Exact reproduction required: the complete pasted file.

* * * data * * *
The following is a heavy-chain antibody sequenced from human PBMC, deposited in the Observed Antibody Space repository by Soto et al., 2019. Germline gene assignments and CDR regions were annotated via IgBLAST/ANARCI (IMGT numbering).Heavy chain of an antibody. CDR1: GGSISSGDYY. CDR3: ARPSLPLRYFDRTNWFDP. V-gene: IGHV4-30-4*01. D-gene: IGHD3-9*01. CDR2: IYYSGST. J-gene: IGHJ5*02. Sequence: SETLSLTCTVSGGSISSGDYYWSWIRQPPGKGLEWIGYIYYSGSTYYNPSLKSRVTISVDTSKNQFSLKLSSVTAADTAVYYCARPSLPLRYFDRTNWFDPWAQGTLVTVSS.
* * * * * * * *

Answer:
The following is a heavy-chain antibody sequenced from human PBMC, deposited in the Observed Antibody Space repository by Soto et al., 2019. Germline gene assignments and CDR regions were annotated via IgBLAST/ANARCI (IMGT numbering).Heavy chain of an antibody. CDR1: GGSISSGDYY. CDR3: ARPSLPLRYFDRTNWFDP. V-gene: IGHV4-30-4*01. D-gene: IGHD3-9*01. CDR2: IYYSGST. J-gene: IGHJ5*02. Sequence: SETLSLTCTVSGGSISSGDYYWSWIRQPPGKGLEWIGYIYYSGSTYYNPSLKSRVTISVDTSKNQFSLKLSSVTAADTAVYYCARPSLPLRYFDRTNWFDPWAQGTLVTVSS.